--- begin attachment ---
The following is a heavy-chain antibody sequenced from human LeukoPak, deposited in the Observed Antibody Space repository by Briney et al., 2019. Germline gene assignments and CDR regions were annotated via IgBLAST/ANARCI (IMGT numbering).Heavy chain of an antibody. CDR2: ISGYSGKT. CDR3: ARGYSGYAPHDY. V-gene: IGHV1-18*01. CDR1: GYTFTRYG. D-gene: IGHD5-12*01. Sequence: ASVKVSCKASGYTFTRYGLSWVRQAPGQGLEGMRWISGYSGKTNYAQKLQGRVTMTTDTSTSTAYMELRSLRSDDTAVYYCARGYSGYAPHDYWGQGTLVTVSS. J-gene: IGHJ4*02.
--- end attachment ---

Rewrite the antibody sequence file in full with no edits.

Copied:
The following is a heavy-chain antibody sequenced from human LeukoPak, deposited in the Observed Antibody Space repository by Briney et al., 2019. Germline gene assignments and CDR regions were annotated via IgBLAST/ANARCI (IMGT numbering).Heavy chain of an antibody. CDR2: ISGYSGKT. CDR3: ARGYSGYAPHDY. V-gene: IGHV1-18*01. CDR1: GYTFTRYG. D-gene: IGHD5-12*01. Sequence: ASVKVSCKASGYTFTRYGLSWVRQAPGQGLEGMRWISGYSGKTNYAQKLQGRVTMTTDTSTSTAYMELRSLRSDDTAVYYCARGYSGYAPHDYWGQGTLVTVSS. J-gene: IGHJ4*02.